Ajam states that State capacity remains a hurdle to the successful implementation of South Africa’s land reform programme. Progress has been slow and redistributed land has not always been productive.


Fubbs suggests that the land reform challenges in South Africa are so deeply embedded, that had South Africa followed the South Korean model by driving its land reform during a time of crisis, when the country became a democracy in 1994, it may have been easier to implement than it is now.


Park believes South Africa should find a pragmatic way that balances various interests, to resolve the country’s land issues.


Incentivising growth through differentiation


Economic discrimination was an important driver in South Korea’s development model. It is based on the principle of meritocracy and provides selective incentives for superior economic performers.


Park suggests that the concept of economic discrimination, or differentiation, be employed to encourage people to act. “If you reward everyone the same, despite their economic performance or work input, how will you grow the economy? Where is the work motivation?” he questions. Equally, people will be less inclined to repeat misdeeds if there are sanctions.


Such systems and policies, which allowed for performing companies to reap rewards and where there were consequences for non-performance, meant that a healthy degree of competition was fostered in South Korea, unleashing competitive forces and efficiency gains for the country.


Park explains that economic discrimination does not mean that government picks ‘winners’. The ‘winners’ perform first, then get rewarded. It is merit based. There is no controversy and no corruption. For instance, performing companies would be allowed to gain access to low-interest bank loans, import privileges, permission to borrow from foreign sources and tax benefits, whereas such preferential opportunities would not be available to non-performing companies.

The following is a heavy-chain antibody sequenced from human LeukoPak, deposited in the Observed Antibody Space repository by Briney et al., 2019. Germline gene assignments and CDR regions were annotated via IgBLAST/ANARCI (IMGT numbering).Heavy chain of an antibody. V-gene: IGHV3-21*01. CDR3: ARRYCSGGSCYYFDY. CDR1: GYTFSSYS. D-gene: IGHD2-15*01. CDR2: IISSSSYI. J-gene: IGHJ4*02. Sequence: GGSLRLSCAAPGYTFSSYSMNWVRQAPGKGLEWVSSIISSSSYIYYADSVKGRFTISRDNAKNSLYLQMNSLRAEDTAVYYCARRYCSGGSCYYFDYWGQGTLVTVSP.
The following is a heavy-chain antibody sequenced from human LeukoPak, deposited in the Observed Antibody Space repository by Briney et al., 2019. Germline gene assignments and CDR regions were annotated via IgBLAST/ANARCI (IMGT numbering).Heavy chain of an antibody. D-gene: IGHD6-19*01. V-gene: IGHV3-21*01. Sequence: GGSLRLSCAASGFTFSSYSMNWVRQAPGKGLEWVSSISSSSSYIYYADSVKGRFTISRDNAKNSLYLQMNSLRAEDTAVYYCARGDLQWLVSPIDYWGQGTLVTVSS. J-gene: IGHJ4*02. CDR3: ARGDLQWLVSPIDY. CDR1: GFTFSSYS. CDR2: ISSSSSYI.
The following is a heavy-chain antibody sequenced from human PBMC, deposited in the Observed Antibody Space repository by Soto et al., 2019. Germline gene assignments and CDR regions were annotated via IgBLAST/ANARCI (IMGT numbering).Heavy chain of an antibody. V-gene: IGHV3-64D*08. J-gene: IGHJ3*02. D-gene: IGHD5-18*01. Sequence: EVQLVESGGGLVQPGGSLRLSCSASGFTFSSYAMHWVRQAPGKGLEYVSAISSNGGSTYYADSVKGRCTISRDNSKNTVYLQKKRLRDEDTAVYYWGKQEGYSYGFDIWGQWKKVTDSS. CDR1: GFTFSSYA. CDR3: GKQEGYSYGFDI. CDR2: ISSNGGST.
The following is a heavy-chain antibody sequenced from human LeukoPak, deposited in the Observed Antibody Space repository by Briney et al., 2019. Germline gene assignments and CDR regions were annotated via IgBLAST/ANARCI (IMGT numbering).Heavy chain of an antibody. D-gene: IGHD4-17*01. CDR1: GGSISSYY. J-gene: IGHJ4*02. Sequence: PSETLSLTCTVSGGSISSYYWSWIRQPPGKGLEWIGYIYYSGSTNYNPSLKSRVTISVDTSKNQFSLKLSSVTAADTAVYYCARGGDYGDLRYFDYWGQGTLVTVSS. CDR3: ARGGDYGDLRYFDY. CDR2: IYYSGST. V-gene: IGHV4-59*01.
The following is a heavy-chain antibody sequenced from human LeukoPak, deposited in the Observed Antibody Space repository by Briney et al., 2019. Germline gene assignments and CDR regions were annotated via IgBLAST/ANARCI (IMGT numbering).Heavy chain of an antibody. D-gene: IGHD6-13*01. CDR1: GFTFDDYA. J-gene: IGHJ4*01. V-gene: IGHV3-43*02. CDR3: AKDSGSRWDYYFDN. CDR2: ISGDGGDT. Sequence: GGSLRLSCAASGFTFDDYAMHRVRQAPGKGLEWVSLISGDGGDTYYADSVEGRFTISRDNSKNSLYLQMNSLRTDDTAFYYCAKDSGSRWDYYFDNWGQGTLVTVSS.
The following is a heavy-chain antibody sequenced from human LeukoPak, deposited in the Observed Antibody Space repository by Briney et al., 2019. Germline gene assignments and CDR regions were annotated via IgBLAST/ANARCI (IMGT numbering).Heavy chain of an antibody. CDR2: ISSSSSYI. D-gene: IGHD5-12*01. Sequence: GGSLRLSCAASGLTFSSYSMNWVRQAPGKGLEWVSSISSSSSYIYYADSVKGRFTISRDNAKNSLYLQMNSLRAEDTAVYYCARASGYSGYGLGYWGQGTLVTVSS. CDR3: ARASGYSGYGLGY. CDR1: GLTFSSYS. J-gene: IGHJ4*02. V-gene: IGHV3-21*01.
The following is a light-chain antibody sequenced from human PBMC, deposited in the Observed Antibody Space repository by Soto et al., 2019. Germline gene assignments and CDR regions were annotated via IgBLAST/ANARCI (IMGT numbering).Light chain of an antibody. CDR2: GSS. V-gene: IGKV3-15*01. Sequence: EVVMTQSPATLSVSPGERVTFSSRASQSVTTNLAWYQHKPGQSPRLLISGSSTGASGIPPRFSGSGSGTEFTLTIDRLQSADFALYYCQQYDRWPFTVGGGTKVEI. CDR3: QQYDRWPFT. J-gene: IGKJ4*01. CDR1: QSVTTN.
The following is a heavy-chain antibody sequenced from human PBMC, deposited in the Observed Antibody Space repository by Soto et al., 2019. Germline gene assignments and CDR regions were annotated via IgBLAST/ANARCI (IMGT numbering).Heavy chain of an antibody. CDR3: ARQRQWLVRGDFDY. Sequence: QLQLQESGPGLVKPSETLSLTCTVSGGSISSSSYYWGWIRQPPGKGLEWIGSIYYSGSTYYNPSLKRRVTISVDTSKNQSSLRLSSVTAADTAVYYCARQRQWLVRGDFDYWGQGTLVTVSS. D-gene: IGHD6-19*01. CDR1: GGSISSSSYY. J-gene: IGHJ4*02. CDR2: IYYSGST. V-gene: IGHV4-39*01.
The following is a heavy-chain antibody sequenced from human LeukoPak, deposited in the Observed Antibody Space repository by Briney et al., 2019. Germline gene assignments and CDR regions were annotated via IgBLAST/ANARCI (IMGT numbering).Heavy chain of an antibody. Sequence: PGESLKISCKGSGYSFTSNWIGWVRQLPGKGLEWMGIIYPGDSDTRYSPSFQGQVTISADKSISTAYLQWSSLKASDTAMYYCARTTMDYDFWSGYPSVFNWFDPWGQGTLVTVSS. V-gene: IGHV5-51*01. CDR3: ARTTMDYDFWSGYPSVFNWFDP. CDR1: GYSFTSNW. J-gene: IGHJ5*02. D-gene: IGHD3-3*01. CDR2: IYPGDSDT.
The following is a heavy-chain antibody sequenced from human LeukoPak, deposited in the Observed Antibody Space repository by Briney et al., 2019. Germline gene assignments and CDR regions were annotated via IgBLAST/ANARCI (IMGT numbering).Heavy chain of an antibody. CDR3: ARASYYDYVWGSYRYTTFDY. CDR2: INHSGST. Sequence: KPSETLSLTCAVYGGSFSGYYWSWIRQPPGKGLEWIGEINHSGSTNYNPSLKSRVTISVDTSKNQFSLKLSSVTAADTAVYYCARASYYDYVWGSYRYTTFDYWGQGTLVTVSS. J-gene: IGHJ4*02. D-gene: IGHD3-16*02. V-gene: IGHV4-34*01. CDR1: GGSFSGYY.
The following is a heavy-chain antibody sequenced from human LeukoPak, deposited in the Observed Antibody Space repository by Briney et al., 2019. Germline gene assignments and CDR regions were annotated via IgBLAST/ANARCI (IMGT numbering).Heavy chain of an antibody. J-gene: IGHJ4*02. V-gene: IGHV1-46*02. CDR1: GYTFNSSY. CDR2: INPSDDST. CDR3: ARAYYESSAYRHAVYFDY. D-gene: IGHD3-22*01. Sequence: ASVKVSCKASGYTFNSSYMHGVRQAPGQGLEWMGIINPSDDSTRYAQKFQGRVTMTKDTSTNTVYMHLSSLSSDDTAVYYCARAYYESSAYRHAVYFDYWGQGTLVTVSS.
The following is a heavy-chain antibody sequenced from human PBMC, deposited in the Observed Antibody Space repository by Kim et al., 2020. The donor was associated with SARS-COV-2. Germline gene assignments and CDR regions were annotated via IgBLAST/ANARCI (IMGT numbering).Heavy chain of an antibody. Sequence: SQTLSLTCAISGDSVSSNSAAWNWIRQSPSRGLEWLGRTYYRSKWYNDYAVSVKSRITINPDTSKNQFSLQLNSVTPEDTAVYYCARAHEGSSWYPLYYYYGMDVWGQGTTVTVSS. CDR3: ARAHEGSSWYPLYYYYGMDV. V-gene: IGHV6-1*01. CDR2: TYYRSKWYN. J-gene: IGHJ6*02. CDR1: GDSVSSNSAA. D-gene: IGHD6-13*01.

Citing Sung-Hee Jwa’s ‘General Theory of Economic Development: Towards a Capitalist Manifesto’, he argues that economic discrimination is essential for economic development.


The so-called holy trinity of economic development – markets, government and corporations – should work together, using the principle of economic discrimination, to steer the economy towards real transformation.


The ‘holy trinity’ of economics and economic discrimination

Source: Prof Seung-Hee Jwa

South Africa is a deeply unequal country, with deeply entrenched historical advantages and disadvantages. Since the advent of democracy in 1994, the country has not been able to effectively overcome historical inequalities or develop a system of rewards or sanctions for organisations or individuals. In fact, Ajam says that in government and the private sector, there are no obvious consequences for incompetence and corruption.


Improving coordination and accountability


Developing economic policies that deliver growth requires not only commitment and strong political leadership, but also efficient coordination, strong implementation and close inspection.


Park implores developing countries to improve coordination, stating that the work of various offices and agencies will not be effective without it. The same goes for implementation. Ideas and plans are only as good as their implementation. South Africa continues to stumble, not because of a lack of resources or the means, but because of a management problem.


According to Park, implementation hinges on ‘development-mindedness’: knowledge,

practising, ownership and passion, also known as “KPOP”.


Fubbs argues that South Africa has some of the best policy internationally, but its challenge remains implementation. South Africa has been struggling to apply various well-intentioned policies that are aimed at fostering economic growth and uplifting the nation. South Korea, on the other hand, successfully implemented seven consecutive five-year economic development plans between 1962 and 1996. Its first development plan was implemented during a time when the situation was dire for South Koreans. They could either give up and live poor, or do something about it.